Taroko National Park is one of Must Visit Destinations in Taiwan, which is famous for its hiking trails and spectacular views of giant granite cliffs and turqoise water. There are several options by which to enjoy Taroko National Park; Car, Public Bus, Scooter, or Hitch-hiking (Yeah, it’s possible. I did it 2 years ago. Haven’t written a blogpost about it, but it’s coming soon).
Anyway, back to the subject. If you are between decisions about whether to rent a scooter or not?, then the answer is YES!! One the best riding experiences ever.
Last week I had the chance to visit Taroko National Park with my best friend, Rebecca (Hi Rebecca! :)). It was my third time visiting Taroko. On my previous visits, I did not rent a scooter, so I was super exited to finally do it.
Why should you rent a scooter?
- Cheaper compared to renting a car.
- You can explore the national park according to your time and pace.
- The view along side the road is beautiful.
- One of a kind experience. On the Tunnel of Nine Turns, you will ride through the tunnel that was paved from a solid rock.
Where to Rent? How much is it?
If you come to Hualien by train, there are some scooter rentals close by Hualien Train Station. So, Rebecca and I decided to walk around the area, and we found some rental places. Most of the rentals will use Leash Contract in English. The price range for foreigners is around NT$350 – NT$800 (Depends on holiday season). We got a deal of NT$500 since I did not have Taiwanese license. Anyway, we felt pretty happy with the price, so we rented it (I forget the name of the rental place, it was in Chinese). The scooter was in great condition and the gas tank was full as well. So once we signed the contract we went directly to the National Park.
- When you return the scooter, you need to fill the tank with the same amount petrol as when you rented it on the first day.
- You need to return the scooter on time. Even if you are late by half an hour, they will charge extra (this is what happened to us oops, hehe).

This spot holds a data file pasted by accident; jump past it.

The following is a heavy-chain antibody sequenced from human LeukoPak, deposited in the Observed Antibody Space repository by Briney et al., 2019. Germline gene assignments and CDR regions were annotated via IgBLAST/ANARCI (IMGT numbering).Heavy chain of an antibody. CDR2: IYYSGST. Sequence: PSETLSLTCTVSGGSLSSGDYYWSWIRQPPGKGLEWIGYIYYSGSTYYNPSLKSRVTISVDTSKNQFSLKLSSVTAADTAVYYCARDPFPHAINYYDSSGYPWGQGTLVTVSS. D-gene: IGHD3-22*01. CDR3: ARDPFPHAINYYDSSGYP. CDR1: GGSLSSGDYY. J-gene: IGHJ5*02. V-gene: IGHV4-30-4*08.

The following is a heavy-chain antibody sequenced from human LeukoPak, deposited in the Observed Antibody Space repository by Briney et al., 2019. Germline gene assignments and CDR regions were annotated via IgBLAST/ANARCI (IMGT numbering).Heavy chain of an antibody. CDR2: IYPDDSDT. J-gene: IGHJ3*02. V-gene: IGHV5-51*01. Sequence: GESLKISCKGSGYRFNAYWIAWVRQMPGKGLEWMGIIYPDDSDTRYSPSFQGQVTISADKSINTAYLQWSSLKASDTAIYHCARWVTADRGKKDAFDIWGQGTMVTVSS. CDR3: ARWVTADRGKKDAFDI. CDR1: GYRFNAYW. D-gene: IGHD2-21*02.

What to Keep in Mind When Riding a Scooter in Taroko
- The road to Taroko National Park is wide and a scooter lane is available. However, certain roads in the National Park are narrow and you need to share the road with buses, cars, and pedestrians.
- If you are doubting your riding skills, I suggest taking other option such as buses or cars. Because you will ride through tunnels and on the edge of cliffs.
- Make sure that your gas tank is full since there is no gas station in the park.
- The view along the road is beautiful, but stay focused on the road (hehe).
- Taiwanese is driving on the left side. There is additional rule for scooters when you want to take a left turn. You may not take turn directly (this applicable mostly in the city, like Hualien City). It is little bit confusing at first, but it is easy once you understand. You can google how to ride a scooter in Taiwan for further understanding.
- Save yourself from the rain and buy a ponco/raincoat (around NT$40) at 711. The weather in the national Park can be tricky. Sunny in the morning then pouring rain in the afternoon.
- Take pictures of the scratched part(s) of your scooter when you rent it, so that if the owner asks you about the scooter, you have proves.
Map of the Road in Taroko
The distance from Hualien City to Taroko National Park is 26 km (It took us around 40 mins). Once you arrive at the National Park, go to the Headquarter office to get the the map. The map is so informative and convenient.
We tried to go to the end of the trail but we did not make it because of the time. It may seem close on the map, but you need more than 1,5 hours from the main gate to Tian Xiang, the end of Taroko National Park. (Well, we stopped so many times actually hehe).
P.S. Besides all of the trails in Taroko National Park, you should visit Qing Shui Cliff on a sunny day pictured below 🙂 (It’s around 20 mins scooter ride).
Hopefully this blogpost can help you guys. If you have any further questions, just drop me your question down below on the comment section, I’d be happy to answer. Happy traveling!! 🙂